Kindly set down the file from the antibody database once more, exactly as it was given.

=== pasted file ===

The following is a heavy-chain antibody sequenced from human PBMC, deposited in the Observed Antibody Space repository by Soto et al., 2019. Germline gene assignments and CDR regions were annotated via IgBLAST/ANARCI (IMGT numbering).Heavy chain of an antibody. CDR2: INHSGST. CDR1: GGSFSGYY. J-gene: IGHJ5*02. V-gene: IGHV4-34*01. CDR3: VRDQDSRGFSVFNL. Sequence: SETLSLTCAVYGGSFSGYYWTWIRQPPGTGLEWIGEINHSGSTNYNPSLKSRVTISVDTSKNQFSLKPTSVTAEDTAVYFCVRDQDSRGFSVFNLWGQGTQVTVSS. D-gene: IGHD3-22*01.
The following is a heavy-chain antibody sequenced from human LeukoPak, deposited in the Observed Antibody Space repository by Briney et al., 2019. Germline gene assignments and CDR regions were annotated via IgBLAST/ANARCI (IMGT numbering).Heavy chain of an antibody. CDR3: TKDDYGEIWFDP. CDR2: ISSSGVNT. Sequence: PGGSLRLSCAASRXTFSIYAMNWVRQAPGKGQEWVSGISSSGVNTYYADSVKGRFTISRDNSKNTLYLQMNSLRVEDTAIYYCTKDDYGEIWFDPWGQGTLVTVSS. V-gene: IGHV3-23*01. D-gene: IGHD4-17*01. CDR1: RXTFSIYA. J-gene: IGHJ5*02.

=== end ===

The following is a heavy-chain antibody sequenced from human PBMC, deposited in the Observed Antibody Space repository by Soto et al., 2019. Germline gene assignments and CDR regions were annotated via IgBLAST/ANARCI (IMGT numbering).Heavy chain of an antibody. CDR2: INHSGST. CDR1: GGSFSGYY. J-gene: IGHJ5*02. V-gene: IGHV4-34*01. CDR3: VRDQDSRGFSVFNL. Sequence: SETLSLTCAVYGGSFSGYYWTWIRQPPGTGLEWIGEINHSGSTNYNPSLKSRVTISVDTSKNQFSLKPTSVTAEDTAVYFCVRDQDSRGFSVFNLWGQGTQVTVSS. D-gene: IGHD3-22*01.
The following is a heavy-chain antibody sequenced from human LeukoPak, deposited in the Observed Antibody Space repository by Briney et al., 2019. Germline gene assignments and CDR regions were annotated via IgBLAST/ANARCI (IMGT numbering).Heavy chain of an antibody. CDR3: TKDDYGEIWFDP. CDR2: ISSSGVNT. Sequence: PGGSLRLSCAASRXTFSIYAMNWVRQAPGKGQEWVSGISSSGVNTYYADSVKGRFTISRDNSKNTLYLQMNSLRVEDTAIYYCTKDDYGEIWFDPWGQGTLVTVSS. V-gene: IGHV3-23*01. D-gene: IGHD4-17*01. CDR1: RXTFSIYA. J-gene: IGHJ5*02.